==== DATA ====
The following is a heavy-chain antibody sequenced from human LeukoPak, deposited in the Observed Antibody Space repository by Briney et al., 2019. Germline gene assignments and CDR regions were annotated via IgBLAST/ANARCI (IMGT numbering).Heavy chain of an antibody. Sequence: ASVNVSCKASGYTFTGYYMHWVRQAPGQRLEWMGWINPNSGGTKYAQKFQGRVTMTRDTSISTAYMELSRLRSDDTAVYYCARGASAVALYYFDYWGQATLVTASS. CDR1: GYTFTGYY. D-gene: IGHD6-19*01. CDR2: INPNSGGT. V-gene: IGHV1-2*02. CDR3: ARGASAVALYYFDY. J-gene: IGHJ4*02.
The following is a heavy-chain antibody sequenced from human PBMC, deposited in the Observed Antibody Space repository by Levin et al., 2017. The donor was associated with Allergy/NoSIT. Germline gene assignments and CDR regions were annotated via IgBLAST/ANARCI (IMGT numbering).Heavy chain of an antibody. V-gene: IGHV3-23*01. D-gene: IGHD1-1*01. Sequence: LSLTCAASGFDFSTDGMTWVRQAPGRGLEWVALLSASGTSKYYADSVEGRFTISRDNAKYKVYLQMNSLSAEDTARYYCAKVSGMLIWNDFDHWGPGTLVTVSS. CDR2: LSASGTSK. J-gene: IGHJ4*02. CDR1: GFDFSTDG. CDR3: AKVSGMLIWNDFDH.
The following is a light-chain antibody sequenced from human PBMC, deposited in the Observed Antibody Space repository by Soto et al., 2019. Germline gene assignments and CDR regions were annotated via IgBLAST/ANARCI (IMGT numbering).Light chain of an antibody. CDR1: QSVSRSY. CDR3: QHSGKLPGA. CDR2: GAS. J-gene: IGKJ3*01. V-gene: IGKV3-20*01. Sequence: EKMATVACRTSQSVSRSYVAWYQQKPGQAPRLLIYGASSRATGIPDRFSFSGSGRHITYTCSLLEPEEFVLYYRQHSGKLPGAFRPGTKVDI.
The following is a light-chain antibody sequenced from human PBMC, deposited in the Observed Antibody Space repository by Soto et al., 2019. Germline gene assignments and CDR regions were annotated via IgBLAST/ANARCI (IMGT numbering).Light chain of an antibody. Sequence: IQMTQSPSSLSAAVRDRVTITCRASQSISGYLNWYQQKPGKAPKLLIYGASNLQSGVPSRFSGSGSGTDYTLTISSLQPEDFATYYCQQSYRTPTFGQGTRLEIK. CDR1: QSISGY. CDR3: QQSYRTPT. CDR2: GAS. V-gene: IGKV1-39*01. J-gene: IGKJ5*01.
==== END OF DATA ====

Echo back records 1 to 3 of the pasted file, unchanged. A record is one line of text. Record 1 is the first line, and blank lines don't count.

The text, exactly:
The following is a heavy-chain antibody sequenced from human LeukoPak, deposited in the Observed Antibody Space repository by Briney et al., 2019. Germline gene assignments and CDR regions were annotated via IgBLAST/ANARCI (IMGT numbering).Heavy chain of an antibody. Sequence: ASVNVSCKASGYTFTGYYMHWVRQAPGQRLEWMGWINPNSGGTKYAQKFQGRVTMTRDTSISTAYMELSRLRSDDTAVYYCARGASAVALYYFDYWGQATLVTASS. CDR1: GYTFTGYY. D-gene: IGHD6-19*01. CDR2: INPNSGGT. V-gene: IGHV1-2*02. CDR3: ARGASAVALYYFDY. J-gene: IGHJ4*02.
The following is a heavy-chain antibody sequenced from human PBMC, deposited in the Observed Antibody Space repository by Levin et al., 2017. The donor was associated with Allergy/NoSIT. Germline gene assignments and CDR regions were annotated via IgBLAST/ANARCI (IMGT numbering).Heavy chain of an antibody. V-gene: IGHV3-23*01. D-gene: IGHD1-1*01. Sequence: LSLTCAASGFDFSTDGMTWVRQAPGRGLEWVALLSASGTSKYYADSVEGRFTISRDNAKYKVYLQMNSLSAEDTARYYCAKVSGMLIWNDFDHWGPGTLVTVSS. CDR2: LSASGTSK. J-gene: IGHJ4*02. CDR1: GFDFSTDG. CDR3: AKVSGMLIWNDFDH.
The following is a light-chain antibody sequenced from human PBMC, deposited in the Observed Antibody Space repository by Soto et al., 2019. Germline gene assignments and CDR regions were annotated via IgBLAST/ANARCI (IMGT numbering).Light chain of an antibody. CDR1: QSVSRSY. CDR3: QHSGKLPGA. CDR2: GAS. J-gene: IGKJ3*01. V-gene: IGKV3-20*01. Sequence: EKMATVACRTSQSVSRSYVAWYQQKPGQAPRLLIYGASSRATGIPDRFSFSGSGRHITYTCSLLEPEEFVLYYRQHSGKLPGAFRPGTKVDI.